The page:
As a columnist, I, more than most, appreciate the right to free speech in America. Despite my criticism of our nation, I am still eternally grateful to live here. What my fellow columnists and I say on the Collegian’s opinion page on a weekly basis would constitute a prosecutable offense in many, if not most, other countries of the world.
I was reminded of just how precious our freedoms are this week when Britain, normally a tolerant nation, decided to greatly infringe upon the rights of certain controversial people.
The British government decided last week to create a list of people that were banned from entering their country. There were quite a few predictable persons banned such as Russian skinheads, extremist Muslim clerics and terrorist sympathizers.
However, one name stood out. Michael Weiner, more commonly known by his pen name Michael Savage, was included on the list of people banned from entering the nation of Britain.
For those unfamiliar with Savage, he is a right-wing commentator, radio host and best-selling author whose political views and style are reminiscent of a more educated Rush Limbaugh.
Savage has said a lot of things that I disagree with over the years; his view of the Muslim community is just plain primitive.
That said, is he any kind of threat to Britain? Clearly not. Despite being exposed to 20 years of often polarizing and frequently unpleasant views, America’s social fabric has not collapsed despite a surge in the popularity of talk radio.
Savage has never advocated violence on his show, nor has he ever urged anyone to illegally act upon his lead. While he has said a lot of extreme things that have offended many people including myself, he has not done anything illegal.
He has received a broad range of support from commentators of all stripes across our nation. Despite Savage’s unwavering commitment to opposing gay rights and his fierce devotion to shutting the border with Mexico, even liberal groups such as the American Civil Liberties Union have come to his defense after Britain’s outrageous action.
It simply is wrong for a nation to ban a man from entering their country because they don’t like what he says. While Britain has a right to exclude whomever they wish, they should be ashamed of themselves for this action.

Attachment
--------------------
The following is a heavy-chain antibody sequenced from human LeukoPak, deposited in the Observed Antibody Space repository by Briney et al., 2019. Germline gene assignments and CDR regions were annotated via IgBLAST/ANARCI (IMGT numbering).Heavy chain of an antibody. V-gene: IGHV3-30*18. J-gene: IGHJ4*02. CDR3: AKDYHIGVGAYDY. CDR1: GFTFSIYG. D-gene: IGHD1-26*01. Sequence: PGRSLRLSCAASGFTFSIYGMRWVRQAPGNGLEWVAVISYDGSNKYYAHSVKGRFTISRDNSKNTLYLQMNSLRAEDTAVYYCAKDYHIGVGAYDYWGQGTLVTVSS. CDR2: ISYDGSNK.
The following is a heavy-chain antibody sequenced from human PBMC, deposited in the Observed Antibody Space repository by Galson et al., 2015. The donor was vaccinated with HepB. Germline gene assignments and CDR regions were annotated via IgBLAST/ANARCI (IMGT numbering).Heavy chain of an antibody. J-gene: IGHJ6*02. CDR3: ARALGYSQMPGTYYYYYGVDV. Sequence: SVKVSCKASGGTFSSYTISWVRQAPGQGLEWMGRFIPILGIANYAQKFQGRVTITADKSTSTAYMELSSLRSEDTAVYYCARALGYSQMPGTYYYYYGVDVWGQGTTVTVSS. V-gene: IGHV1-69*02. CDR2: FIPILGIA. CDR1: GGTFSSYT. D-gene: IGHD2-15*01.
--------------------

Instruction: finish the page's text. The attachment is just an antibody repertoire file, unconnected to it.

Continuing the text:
If they choose to exclude anyone with a contrary view, they will invariably lurch down the path that Britain’s own George Orwell warned so famously of in his classic book “1984.”
While Savage’s views are at the fringe of the cultural debate, the precedent of banning anyone your government dislikes is a slippery slope.
It’s no surprise that the liberal Labour Party of Britain banned Savage. What happens when the conservatives win again in Britain – are they going to ban Anderson Cooper or Michael Moore from entering Britain in retribution?
The beauty of America’s tolerance is that we allow all views to be expressed while the so-called “marketplace of ideas” sorts out the bad ones.
While Fred Phelps, leader of the inhumane anti-gay picketing group in Kansas, ended up on Britain’s banned list as well, he speaks freely in the U.S.
Do people respect him? No. But by expressing himself, he publicly exposes his bad ideas and he is shamed for them rather than allowing him to foster his hateful views among his friends which could, in turn, grow into a powerful movement of hate.
By exposing his ideas to the world, they are disinfected and neutralized before they can lead to actual harm.
Though thankfully the Collegian has no extremists on our staff like Phelps, as next year’s editor of the Collegian’s editorial page, I will make sure that we carry on the tradition of exposing alternative viewpoints to our readers. I invite all of you to take part in the discussion as well with your letters – since we aren’t in Britain, feel free to write whatever you wish, no matter how distasteful it may seem.
Editorials Editor Ian Bezek is a junior economics major. Letters and feedback can be sent to email@example.com.